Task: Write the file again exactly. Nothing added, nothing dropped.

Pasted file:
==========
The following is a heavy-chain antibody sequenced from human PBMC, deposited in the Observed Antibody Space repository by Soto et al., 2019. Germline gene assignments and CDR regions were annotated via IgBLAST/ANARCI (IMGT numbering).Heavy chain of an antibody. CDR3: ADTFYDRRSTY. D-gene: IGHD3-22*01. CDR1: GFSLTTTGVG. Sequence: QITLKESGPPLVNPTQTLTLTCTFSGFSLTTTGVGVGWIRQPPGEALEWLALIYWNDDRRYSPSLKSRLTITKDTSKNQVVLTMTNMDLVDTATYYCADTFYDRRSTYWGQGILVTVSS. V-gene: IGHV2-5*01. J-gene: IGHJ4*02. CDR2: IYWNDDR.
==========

The following is a heavy-chain antibody sequenced from human PBMC, deposited in the Observed Antibody Space repository by Soto et al., 2019. Germline gene assignments and CDR regions were annotated via IgBLAST/ANARCI (IMGT numbering).Heavy chain of an antibody. CDR3: ADTFYDRRSTY. D-gene: IGHD3-22*01. CDR1: GFSLTTTGVG. Sequence: QITLKESGPPLVNPTQTLTLTCTFSGFSLTTTGVGVGWIRQPPGEALEWLALIYWNDDRRYSPSLKSRLTITKDTSKNQVVLTMTNMDLVDTATYYCADTFYDRRSTYWGQGILVTVSS. V-gene: IGHV2-5*01. J-gene: IGHJ4*02. CDR2: IYWNDDR.